The roots of Wingspan go back to the late 1970s, when local community members
offered their homes on a rotating basis for a weekly youth support group. As the
numbers attending these meetings grew, and the need to establish additional groups
arose, leaders of this informal group and other community members saw the need for a
dedicated Center. On February 7, 1988, 50 people met at the Unitarian Universalist
Church on 22nd Street to form a "Lesbian and Gay Resource Center." They envisioned a
space where meetings could be held on a regular basis, a lending library could be available,
and an Info Line telephone service could be established to share community information.
Wayne Blankenship suggested the name "Wingspan," and the group agreed. As Amy Funghi
wrote in Wingspan’s first newsletter, UpFront, "The word Wingspan… represents the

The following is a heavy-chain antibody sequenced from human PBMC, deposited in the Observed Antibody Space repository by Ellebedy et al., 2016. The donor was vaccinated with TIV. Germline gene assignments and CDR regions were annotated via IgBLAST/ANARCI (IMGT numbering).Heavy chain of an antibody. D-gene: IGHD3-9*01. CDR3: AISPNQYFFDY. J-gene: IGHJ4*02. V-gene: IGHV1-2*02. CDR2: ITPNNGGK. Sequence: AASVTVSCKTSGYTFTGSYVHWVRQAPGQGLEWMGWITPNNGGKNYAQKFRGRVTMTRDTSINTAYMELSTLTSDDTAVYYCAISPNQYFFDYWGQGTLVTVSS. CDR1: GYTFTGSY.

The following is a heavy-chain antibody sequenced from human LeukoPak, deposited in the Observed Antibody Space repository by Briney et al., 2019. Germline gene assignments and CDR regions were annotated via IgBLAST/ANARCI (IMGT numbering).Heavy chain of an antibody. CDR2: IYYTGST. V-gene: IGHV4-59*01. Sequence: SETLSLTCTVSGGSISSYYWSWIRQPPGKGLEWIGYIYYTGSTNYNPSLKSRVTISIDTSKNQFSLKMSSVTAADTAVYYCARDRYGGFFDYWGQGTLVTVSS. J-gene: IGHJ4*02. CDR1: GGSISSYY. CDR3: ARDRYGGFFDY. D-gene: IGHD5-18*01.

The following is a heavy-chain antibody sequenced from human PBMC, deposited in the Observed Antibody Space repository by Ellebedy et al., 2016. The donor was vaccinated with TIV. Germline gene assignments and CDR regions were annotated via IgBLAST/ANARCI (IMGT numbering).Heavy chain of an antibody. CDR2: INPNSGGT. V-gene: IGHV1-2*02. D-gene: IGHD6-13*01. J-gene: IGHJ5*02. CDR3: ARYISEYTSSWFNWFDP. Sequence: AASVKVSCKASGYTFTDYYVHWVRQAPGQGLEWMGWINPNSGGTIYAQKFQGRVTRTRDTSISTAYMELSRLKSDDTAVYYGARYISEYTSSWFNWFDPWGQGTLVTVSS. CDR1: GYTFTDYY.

enfolding of wings around us, cradling us in our struggle for survival. It expresses our
desire for freedom; the freedom symbolized by a bird in flight. And it represents the
spreading of our own wings, as each of us reach beyond our limits."
Through an affiliation with the Southwest Alternatives Institute, Wingspan successfully
applied for nonprofit 501(c)(3) status. We received a grant from the Chicago Resource
Center to rent a small space in the Pima County/Tucson Women’s Commission Offices.
The original Court Street office was cramped and windowless, but the members of the
Tucson Women’s Commission were good roommates, and Wingspan’s low-key presence in the
community fit its needs perfectly.
During this time, Wingspan offered weekly youth support groups and coming-out meetings.
The library, info line, newsletter, dances, performances, an art gallery, and political actions
were the primary activities of this young, all-volunteer organization.
Around 1990, with grants running out and community priorities turning more toward
political action, many Wingspan members redirected their energies toward women’s rights
and AIDS activism. While Wingspan as an organization continued to function, the Center
lost much of the impetus that had brought it into being.